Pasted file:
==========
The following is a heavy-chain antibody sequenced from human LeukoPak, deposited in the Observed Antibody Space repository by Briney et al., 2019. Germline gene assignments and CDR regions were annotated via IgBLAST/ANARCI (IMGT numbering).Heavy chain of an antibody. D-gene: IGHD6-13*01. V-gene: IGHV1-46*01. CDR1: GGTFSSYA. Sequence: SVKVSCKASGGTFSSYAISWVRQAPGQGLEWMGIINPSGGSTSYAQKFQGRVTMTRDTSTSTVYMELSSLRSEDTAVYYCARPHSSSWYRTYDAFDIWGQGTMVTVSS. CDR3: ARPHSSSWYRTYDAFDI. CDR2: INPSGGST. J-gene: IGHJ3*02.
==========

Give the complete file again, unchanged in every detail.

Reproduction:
The following is a heavy-chain antibody sequenced from human LeukoPak, deposited in the Observed Antibody Space repository by Briney et al., 2019. Germline gene assignments and CDR regions were annotated via IgBLAST/ANARCI (IMGT numbering).Heavy chain of an antibody. D-gene: IGHD6-13*01. V-gene: IGHV1-46*01. CDR1: GGTFSSYA. Sequence: SVKVSCKASGGTFSSYAISWVRQAPGQGLEWMGIINPSGGSTSYAQKFQGRVTMTRDTSTSTVYMELSSLRSEDTAVYYCARPHSSSWYRTYDAFDIWGQGTMVTVSS. CDR3: ARPHSSSWYRTYDAFDI. CDR2: INPSGGST. J-gene: IGHJ3*02.